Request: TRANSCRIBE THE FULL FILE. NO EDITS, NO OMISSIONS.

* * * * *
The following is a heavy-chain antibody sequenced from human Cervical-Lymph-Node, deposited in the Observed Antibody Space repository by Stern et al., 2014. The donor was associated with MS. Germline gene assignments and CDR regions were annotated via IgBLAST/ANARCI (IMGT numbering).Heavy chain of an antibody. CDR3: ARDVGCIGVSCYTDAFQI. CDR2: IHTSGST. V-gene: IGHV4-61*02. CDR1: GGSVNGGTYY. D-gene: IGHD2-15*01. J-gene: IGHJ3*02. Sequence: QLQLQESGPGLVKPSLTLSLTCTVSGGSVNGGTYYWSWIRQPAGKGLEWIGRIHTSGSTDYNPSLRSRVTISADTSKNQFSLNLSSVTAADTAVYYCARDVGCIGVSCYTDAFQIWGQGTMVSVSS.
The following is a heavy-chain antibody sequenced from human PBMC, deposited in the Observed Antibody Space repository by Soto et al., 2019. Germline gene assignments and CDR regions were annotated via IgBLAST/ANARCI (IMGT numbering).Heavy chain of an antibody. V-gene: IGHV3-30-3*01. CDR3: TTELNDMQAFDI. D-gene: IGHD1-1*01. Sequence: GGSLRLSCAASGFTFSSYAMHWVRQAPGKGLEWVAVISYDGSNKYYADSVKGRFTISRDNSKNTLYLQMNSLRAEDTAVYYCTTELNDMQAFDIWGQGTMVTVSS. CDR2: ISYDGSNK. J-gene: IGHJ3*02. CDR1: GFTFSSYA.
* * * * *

The following is a heavy-chain antibody sequenced from human Cervical-Lymph-Node, deposited in the Observed Antibody Space repository by Stern et al., 2014. The donor was associated with MS. Germline gene assignments and CDR regions were annotated via IgBLAST/ANARCI (IMGT numbering).Heavy chain of an antibody. CDR3: ARDVGCIGVSCYTDAFQI. CDR2: IHTSGST. V-gene: IGHV4-61*02. CDR1: GGSVNGGTYY. D-gene: IGHD2-15*01. J-gene: IGHJ3*02. Sequence: QLQLQESGPGLVKPSLTLSLTCTVSGGSVNGGTYYWSWIRQPAGKGLEWIGRIHTSGSTDYNPSLRSRVTISADTSKNQFSLNLSSVTAADTAVYYCARDVGCIGVSCYTDAFQIWGQGTMVSVSS.
The following is a heavy-chain antibody sequenced from human PBMC, deposited in the Observed Antibody Space repository by Soto et al., 2019. Germline gene assignments and CDR regions were annotated via IgBLAST/ANARCI (IMGT numbering).Heavy chain of an antibody. V-gene: IGHV3-30-3*01. CDR3: TTELNDMQAFDI. D-gene: IGHD1-1*01. Sequence: GGSLRLSCAASGFTFSSYAMHWVRQAPGKGLEWVAVISYDGSNKYYADSVKGRFTISRDNSKNTLYLQMNSLRAEDTAVYYCTTELNDMQAFDIWGQGTMVTVSS. CDR2: ISYDGSNK. J-gene: IGHJ3*02. CDR1: GFTFSSYA.